Groundbreaking began 8am August 22nd, 2022
Week 1: Tree trimming, heavy equipment delivery, material drop off, project staking
Week 2: Finish tree trimming, begin grading and rock placement
Week 3-6: Grading, roughened riffle installation, erosion and sediment control
Week 7: Grading complete. Install coir logs and seed disturbed areas.
Native plant installation tentatively scheduled for November 14th, 2022 - December 8th, 2022
Phase 2 (Nickerson to Lana) anticipated July 2023.Request for Proposal-Centennial_phase 2.pdf
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Construction of the State Route 46 Corridor Improvement Project has impacted wetlands and other waters in the Union, Whitley 2A, Whitley 2B, and future Cholame section. Onsite mitigation is maximized within the Caltrans right-of-way; however, additional acreage is required by jurisdictional agencies but cannot be accommodated onsite. The remaining acreage of offsite mitigation requirements for the Union segment consists of approximately 0.474 acre of wetlands creation and enhancement, while the Whitley 2A and Whitley 2B segments and Cholame section require approximately 3.292 acres of other waters creation, enhancement, and re-establishment.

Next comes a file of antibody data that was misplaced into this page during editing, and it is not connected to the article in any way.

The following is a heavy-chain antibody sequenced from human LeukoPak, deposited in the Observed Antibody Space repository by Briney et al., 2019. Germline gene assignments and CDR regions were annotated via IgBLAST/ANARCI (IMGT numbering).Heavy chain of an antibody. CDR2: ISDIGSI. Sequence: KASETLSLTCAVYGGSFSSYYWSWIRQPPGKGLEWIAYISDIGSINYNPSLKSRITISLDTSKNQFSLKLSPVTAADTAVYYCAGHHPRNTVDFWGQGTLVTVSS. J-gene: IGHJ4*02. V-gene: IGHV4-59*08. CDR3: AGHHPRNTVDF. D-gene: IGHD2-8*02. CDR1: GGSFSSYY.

The Centennial Creek Mitigation Project intends to improve hydrology and function of the creek by removing and/or replacing undersized culverts, removing hardscaping and debris, and engineering roughened riffles (shallow portions of the creek with large rocks placed to form natural habitat) at intervals along the system to encourage aggradation and reestablishment of a riffle/pool system. The total area proposed for mitigation is approximately 4.14 acres, which includes 0.53 acres of wetlands creation and enhancement, as well as 3.61 acres of other waters creation, enhancement, and reestablishment. The improvements to the infrastructure will be followed by over two acres of planting a variety of native species to create vegetation structure and increase plant diversity and habitat quality. A plant establishment period will be for 3 years, followed by a monitoring period of 7 years, for a total of 10 years after planting to successfully meet agency success criteria.
Caltrans established a partnership with the City of Paso Robles and the Upper Salinas-Las Tablas Resource Conservation District in 2017 to identify potential project sites to meet its mitigation requirements. Project design, implementation, maintenance, and monitoring will be the responsibility of the Upper Salinas-Las Tablas Resource Conservation District through funding provided from Caltrans. The property will remain under the ownership of the City of Paso Robles as designated Open Space, with the mitigation site protected by a conservation easement.
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